Cablegate: Stronger Than Expected 2003 Gdp Growth; Mixed

This record is a partial extract of the original cable. The full text of the original cable is not available.

011344Z Apr 04





E.O. 12958: N/A

1. (SBU) Summary: Final numbers released March 31 show
Turkey's GNP grew 5.9 percent in 2003, well above the market
consensus forecast of 5.2 percent. For 2004, there is a
significant divergence of views among Turkish economists --
both inside and outside the GOT -- with some forecasting
growth as low as 4 percent and others more bullish. End

Statistical Agency announces higher-than-expected 2003
--------------------------------------------- ------

2. (U) On March 31, the State Statistical Agency announced
final 2003 GDP and GNP growth rates of 5.8 and 5.9 percent,
respectively. With the market consensus for GNP at 5.2
percent and the target under the IMF program only 5.0
percent, the announced growth rates were a positive surprise.
Strong fourth quarter growth rates of 6.1 and 7.2 percent for
GDP and GNP caused the full-year numbers to come in higher,
led by strong growth in the industrial and non-construction
services sectors.

...Especially in the Industrial Sector and the Trade
Component of Services:
--------------------------------------------- ------

3. (SBU) Within the sectoral breakdown of growth data, the
industrial sector, along with services trade, showed the
strongest fourth quarter growth, with each enjoying a 9.2
percent increase over fourth quarter 2002. Although
construction declined 9.0 percent for the full year, it grew
1.3 percent in the fourth quarter, suggesting that this
hard-hit sector may finally be emerging from its downturn.
Although a growing current account deficit served as a drag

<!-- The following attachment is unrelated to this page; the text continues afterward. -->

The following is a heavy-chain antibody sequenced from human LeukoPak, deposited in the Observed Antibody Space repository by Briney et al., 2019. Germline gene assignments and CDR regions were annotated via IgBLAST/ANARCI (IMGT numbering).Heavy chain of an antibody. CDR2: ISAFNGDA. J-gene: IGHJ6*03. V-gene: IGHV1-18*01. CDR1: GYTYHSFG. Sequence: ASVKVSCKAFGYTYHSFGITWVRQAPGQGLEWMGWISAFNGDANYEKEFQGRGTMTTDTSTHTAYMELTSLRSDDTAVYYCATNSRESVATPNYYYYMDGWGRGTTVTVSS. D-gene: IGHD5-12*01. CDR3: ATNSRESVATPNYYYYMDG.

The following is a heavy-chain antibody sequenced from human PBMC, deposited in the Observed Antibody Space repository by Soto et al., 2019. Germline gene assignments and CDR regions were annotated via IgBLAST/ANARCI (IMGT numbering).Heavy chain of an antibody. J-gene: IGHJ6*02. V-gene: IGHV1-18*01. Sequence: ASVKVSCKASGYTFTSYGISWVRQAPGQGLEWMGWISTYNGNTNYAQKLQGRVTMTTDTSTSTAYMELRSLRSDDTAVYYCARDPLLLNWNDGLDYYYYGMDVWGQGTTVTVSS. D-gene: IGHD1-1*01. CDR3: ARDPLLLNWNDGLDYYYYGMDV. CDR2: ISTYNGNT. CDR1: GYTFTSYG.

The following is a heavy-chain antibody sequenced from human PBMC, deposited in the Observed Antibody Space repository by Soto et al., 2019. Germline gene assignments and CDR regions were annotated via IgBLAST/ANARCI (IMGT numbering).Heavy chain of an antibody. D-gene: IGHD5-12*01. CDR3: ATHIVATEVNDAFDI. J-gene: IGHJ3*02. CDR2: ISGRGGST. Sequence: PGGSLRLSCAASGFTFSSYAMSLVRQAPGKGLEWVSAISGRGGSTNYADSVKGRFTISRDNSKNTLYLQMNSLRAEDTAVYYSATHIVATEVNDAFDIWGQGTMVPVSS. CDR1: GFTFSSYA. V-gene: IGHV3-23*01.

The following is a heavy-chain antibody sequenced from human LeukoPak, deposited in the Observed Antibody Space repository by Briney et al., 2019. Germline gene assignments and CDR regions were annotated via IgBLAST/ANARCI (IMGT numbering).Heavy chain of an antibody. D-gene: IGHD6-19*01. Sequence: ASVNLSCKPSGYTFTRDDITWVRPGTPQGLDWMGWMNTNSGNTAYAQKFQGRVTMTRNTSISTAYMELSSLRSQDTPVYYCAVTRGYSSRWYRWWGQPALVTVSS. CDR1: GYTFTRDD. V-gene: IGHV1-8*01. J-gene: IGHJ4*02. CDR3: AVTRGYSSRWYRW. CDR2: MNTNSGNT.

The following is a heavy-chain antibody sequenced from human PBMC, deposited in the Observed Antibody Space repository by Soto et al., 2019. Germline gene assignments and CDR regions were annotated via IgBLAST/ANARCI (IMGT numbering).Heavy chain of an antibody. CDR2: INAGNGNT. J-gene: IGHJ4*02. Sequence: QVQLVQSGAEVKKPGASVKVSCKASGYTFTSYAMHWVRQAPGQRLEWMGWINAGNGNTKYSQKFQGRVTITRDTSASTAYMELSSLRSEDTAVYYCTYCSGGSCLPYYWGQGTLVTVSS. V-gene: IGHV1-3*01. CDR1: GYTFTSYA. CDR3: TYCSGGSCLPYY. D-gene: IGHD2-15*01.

on growth, the continued strength of exports -- despite the
strong Lira -- prevented trade from weighing down growth even

4. (SBU) Istanbul-based Deutsche Bank economist Tefvik Aksoy
was among the more bullish -- and, therefore, accurate --
forecasters of fourth quarter 2003 growth, with a 5.8 percent
prediction. In a meeting with econoff March 26, Aksoy made
the case that the export sector was not as badly hurt as one
might expect because many exporters' inputs are Asian-sourced
and dollar-denominated, whereas these companies' sales to
Europe are Euro-denominated. Although the Lira has
appreciated against the Euro as well as the dollar, it has
appreciated substantially more against the latter. Though
Aksoy said the overvaluation of the Lira was comparable to
pre-crisis 2000 levels, there has been a 30 to 35 percent
gain in labor productivity which has acted as a brake on the
deterioration of the trade balance. Aksoy also said that Iraq
has been wonderful for Turkey's leading white goods and
electronics producers, Beko, Arcelik, and Vestel.

Local Economists' Mixed Views on the 2004 Growth Outlook:
--------------------------------------------- ------

5. (SBU) In recent meetings with us, senior GOT economic
technocrats, Treasury U/S Ibrahim Canakci, State Planning
Organization U/S Ahmet Tiktik, and his Deputy Birol Aydemir
all were predictably optimistic on growth. Aydemir even went
so far as to worry about overheating, saying he had disagreed
with the IMF on the issue, and citing a 170 percent increase
in consumer loans in 2003. Tiktik (like most private
economists) was less worried about overheating, though he
noted a surge in consumer credit-financed consumer goods
purchases with a high import content -- a potential drain on
growth. On the other hand, he predicted a strong year for the
important agricultural sector, which tends to be strong in
alternate years and is due for a good year in 2004. The data